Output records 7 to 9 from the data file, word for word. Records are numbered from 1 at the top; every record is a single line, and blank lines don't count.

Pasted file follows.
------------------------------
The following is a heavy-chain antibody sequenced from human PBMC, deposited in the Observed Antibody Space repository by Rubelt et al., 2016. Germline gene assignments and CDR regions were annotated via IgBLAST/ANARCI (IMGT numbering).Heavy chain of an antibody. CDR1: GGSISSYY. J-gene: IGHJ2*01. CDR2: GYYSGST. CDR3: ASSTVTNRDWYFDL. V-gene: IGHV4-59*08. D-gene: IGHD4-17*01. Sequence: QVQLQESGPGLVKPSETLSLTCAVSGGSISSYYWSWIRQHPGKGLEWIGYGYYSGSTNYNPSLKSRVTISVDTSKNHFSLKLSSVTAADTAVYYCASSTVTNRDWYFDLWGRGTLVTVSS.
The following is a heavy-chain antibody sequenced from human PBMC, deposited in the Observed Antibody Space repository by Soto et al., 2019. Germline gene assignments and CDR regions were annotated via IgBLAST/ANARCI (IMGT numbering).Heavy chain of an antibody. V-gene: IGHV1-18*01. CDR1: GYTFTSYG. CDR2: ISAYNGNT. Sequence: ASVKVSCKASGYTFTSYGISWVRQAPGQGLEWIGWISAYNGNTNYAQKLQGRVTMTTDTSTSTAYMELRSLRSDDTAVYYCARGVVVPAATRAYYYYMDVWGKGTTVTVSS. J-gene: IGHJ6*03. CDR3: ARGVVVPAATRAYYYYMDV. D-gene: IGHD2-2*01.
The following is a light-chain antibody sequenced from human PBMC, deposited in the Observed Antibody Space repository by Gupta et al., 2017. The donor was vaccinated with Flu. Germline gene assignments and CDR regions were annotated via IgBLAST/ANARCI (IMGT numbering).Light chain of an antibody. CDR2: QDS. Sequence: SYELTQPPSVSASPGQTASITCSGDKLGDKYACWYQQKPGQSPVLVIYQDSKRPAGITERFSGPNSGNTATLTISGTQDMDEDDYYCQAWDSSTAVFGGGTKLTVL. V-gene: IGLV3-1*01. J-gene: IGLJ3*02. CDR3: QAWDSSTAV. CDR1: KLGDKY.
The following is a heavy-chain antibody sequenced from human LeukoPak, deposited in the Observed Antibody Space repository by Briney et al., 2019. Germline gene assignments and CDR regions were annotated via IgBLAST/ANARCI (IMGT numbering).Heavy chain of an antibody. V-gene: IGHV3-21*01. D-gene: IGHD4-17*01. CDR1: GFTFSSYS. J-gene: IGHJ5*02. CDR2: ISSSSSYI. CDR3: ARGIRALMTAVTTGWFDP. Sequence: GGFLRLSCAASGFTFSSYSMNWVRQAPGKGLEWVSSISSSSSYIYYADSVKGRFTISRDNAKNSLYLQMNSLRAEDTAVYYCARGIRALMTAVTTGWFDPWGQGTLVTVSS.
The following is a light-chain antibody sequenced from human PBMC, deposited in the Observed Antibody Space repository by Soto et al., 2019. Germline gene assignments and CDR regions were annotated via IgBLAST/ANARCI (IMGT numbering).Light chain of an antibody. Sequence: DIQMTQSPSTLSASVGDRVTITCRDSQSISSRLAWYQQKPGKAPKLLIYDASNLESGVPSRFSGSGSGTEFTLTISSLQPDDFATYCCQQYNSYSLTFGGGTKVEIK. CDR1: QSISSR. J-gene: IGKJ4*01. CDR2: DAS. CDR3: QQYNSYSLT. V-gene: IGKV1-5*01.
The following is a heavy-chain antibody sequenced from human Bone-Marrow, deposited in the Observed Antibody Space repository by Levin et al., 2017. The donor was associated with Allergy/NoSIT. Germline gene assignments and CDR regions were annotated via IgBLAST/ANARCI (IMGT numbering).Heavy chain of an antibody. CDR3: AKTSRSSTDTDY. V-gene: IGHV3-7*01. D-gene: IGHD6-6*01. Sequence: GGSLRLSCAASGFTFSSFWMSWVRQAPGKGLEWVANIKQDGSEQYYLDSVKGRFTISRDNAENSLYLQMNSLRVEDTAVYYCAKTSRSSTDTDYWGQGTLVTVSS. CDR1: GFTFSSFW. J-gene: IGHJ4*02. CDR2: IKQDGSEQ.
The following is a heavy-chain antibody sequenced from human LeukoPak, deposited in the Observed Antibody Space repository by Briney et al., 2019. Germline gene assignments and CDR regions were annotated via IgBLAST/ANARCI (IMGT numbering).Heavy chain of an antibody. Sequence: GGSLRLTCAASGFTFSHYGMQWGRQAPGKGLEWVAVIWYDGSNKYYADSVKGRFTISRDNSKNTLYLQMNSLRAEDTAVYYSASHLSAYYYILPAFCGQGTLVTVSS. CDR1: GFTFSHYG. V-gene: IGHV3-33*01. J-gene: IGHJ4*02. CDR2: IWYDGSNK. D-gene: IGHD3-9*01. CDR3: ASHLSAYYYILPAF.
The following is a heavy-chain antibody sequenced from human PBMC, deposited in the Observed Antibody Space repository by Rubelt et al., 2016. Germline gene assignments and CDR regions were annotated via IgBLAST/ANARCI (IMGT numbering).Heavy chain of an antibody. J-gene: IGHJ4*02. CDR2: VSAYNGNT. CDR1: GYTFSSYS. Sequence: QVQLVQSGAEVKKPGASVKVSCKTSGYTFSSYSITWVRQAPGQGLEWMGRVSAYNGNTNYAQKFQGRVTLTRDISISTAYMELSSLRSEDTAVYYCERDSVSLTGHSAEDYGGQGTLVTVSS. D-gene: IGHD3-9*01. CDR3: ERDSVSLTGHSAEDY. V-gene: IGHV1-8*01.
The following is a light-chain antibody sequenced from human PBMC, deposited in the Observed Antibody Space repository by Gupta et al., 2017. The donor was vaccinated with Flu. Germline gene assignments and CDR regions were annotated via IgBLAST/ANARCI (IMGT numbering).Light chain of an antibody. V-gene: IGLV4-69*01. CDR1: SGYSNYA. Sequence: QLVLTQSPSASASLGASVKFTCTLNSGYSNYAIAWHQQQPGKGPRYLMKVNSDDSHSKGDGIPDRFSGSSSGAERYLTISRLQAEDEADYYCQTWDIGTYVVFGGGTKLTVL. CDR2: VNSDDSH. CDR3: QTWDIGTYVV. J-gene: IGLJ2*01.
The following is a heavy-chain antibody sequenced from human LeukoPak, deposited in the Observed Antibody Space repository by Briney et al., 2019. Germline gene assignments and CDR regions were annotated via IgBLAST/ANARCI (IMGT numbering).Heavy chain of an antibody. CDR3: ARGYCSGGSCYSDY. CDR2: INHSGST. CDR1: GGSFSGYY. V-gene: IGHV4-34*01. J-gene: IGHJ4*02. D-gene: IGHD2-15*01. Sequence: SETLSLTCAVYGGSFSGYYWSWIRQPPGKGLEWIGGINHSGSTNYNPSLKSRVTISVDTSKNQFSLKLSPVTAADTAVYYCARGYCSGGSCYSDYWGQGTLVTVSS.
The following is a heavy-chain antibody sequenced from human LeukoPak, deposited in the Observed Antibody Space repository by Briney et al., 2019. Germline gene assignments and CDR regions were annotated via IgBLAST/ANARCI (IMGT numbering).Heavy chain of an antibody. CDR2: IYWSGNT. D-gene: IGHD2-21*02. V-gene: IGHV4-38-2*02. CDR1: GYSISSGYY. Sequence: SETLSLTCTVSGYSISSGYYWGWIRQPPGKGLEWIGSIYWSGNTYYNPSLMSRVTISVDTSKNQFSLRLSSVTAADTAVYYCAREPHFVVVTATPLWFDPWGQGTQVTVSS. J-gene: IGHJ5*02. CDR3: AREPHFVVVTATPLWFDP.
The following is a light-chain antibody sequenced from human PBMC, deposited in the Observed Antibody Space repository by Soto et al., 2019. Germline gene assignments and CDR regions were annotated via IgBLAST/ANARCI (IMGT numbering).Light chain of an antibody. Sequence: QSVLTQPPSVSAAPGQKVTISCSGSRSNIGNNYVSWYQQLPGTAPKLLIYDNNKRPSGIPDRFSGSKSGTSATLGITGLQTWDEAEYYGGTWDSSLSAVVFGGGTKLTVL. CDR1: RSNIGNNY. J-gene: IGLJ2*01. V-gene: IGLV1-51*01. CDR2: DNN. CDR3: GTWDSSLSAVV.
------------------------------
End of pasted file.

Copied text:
The following is a heavy-chain antibody sequenced from human LeukoPak, deposited in the Observed Antibody Space repository by Briney et al., 2019. Germline gene assignments and CDR regions were annotated via IgBLAST/ANARCI (IMGT numbering).Heavy chain of an antibody. Sequence: GGSLRLTCAASGFTFSHYGMQWGRQAPGKGLEWVAVIWYDGSNKYYADSVKGRFTISRDNSKNTLYLQMNSLRAEDTAVYYSASHLSAYYYILPAFCGQGTLVTVSS. CDR1: GFTFSHYG. V-gene: IGHV3-33*01. J-gene: IGHJ4*02. CDR2: IWYDGSNK. D-gene: IGHD3-9*01. CDR3: ASHLSAYYYILPAF.
The following is a heavy-chain antibody sequenced from human PBMC, deposited in the Observed Antibody Space repository by Rubelt et al., 2016. Germline gene assignments and CDR regions were annotated via IgBLAST/ANARCI (IMGT numbering).Heavy chain of an antibody. J-gene: IGHJ4*02. CDR2: VSAYNGNT. CDR1: GYTFSSYS. Sequence: QVQLVQSGAEVKKPGASVKVSCKTSGYTFSSYSITWVRQAPGQGLEWMGRVSAYNGNTNYAQKFQGRVTLTRDISISTAYMELSSLRSEDTAVYYCERDSVSLTGHSAEDYGGQGTLVTVSS. D-gene: IGHD3-9*01. CDR3: ERDSVSLTGHSAEDY. V-gene: IGHV1-8*01.
The following is a light-chain antibody sequenced from human PBMC, deposited in the Observed Antibody Space repository by Gupta et al., 2017. The donor was vaccinated with Flu. Germline gene assignments and CDR regions were annotated via IgBLAST/ANARCI (IMGT numbering).Light chain of an antibody. V-gene: IGLV4-69*01. CDR1: SGYSNYA. Sequence: QLVLTQSPSASASLGASVKFTCTLNSGYSNYAIAWHQQQPGKGPRYLMKVNSDDSHSKGDGIPDRFSGSSSGAERYLTISRLQAEDEADYYCQTWDIGTYVVFGGGTKLTVL. CDR2: VNSDDSH. CDR3: QTWDIGTYVV. J-gene: IGLJ2*01.